• I took out the page number footer.  I don't think it's necessary.
  • I personally don't like personal activities/hobbies sections. You make it clear through your objective statement at the top and through your work experience that you care a lot about wildlife and nature preserves. It’s up to you, but I’m going to take this section out in my version. 

General tips:
  • When you’re going through editing, make sure you are consistent. Make sure you choose to either use “Sep” or “September,” then use the one you choose every time. Even keep an eye out for those dashes between your dates and make sure they all look the same. 
  • It’s no longer required that you keep your resume to one page, but if you can tweak your font size or margins or add a page break so that there aren’t any awkward breaks in your company work sections, try and do that.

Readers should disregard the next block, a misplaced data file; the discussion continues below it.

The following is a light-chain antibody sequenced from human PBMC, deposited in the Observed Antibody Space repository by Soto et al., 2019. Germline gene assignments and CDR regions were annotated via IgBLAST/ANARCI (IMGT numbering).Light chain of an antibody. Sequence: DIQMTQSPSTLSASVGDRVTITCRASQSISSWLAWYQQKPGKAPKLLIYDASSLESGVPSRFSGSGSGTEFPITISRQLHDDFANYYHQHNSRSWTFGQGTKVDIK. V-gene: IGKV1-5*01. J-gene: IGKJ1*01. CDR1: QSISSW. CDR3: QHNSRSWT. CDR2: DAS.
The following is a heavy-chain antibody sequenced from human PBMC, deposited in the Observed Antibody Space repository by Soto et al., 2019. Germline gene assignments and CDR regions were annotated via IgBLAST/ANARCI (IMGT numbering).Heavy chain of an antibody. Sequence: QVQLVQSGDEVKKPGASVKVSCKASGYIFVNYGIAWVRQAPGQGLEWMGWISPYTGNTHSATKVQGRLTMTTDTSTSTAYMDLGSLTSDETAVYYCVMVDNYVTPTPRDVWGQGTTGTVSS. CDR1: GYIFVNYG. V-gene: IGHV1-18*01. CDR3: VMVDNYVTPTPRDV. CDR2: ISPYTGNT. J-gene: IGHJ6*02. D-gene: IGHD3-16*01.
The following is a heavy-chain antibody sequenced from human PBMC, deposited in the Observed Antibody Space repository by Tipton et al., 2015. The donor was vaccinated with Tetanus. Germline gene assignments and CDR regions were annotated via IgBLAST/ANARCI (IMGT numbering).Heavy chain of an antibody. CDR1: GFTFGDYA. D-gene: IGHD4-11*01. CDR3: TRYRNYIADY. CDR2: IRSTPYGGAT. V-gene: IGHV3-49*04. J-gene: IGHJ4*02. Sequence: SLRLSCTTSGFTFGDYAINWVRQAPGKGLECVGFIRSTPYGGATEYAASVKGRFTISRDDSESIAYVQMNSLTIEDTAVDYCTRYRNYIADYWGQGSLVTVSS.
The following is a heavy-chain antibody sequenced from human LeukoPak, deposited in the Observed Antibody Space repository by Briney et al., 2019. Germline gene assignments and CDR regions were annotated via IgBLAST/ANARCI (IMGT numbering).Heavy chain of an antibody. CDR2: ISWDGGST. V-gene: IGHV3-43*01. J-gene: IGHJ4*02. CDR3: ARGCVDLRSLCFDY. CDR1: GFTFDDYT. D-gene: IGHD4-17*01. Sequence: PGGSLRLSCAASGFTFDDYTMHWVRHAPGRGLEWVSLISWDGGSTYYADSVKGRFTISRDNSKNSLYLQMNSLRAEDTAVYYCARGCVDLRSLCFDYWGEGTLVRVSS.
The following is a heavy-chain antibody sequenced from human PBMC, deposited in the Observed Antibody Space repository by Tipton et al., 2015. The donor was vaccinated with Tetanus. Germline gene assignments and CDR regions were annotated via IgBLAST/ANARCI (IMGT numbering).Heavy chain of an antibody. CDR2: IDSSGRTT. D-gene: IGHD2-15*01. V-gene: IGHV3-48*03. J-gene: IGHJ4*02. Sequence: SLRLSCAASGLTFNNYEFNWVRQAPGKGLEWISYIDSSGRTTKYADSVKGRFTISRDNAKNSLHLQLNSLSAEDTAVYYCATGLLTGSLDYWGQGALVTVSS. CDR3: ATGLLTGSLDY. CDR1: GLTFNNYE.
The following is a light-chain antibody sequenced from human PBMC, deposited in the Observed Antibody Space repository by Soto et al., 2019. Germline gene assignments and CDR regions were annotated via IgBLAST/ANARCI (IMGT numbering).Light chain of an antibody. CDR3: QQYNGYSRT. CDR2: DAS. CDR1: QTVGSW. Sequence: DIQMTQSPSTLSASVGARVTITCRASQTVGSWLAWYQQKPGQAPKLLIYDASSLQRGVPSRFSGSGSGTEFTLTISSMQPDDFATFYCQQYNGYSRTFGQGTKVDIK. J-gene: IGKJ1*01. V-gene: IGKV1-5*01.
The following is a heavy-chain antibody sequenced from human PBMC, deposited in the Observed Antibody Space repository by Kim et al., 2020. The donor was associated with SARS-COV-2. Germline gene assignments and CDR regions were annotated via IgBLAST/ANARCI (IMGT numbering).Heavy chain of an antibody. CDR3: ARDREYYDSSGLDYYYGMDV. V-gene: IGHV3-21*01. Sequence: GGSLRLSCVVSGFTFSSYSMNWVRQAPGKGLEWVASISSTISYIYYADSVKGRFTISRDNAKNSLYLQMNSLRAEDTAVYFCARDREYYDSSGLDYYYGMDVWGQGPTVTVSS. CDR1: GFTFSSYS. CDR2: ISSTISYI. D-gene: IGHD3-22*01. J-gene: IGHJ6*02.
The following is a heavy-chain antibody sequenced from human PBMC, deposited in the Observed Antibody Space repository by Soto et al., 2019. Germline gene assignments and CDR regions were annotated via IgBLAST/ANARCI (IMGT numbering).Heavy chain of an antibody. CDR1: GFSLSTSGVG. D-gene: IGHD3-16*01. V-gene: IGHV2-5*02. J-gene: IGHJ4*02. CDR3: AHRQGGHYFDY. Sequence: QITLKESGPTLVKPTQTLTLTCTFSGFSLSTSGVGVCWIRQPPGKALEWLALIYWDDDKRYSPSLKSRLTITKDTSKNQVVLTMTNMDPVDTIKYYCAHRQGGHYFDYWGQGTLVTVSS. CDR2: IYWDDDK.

• Using the bold and italics helps the important information stand out. The bullets below your company and title give you a chance to show your accomplishments and the skills you acquired there. If you have actual figures to share, share them (e.g. Reduced Reserve expenses by x%...). Try to use strong action words at the beginning of your bullet points. I gave you some ideas in my After version, but of course you’ll want to put in the actual stuff you did. 
  • Tailor your resume to the job you’re applying for. If you change your mind about the ecological sector and you want to go into administration, hype up the administrative tasks you did like filing, copying, faxing, mailing, or whatever.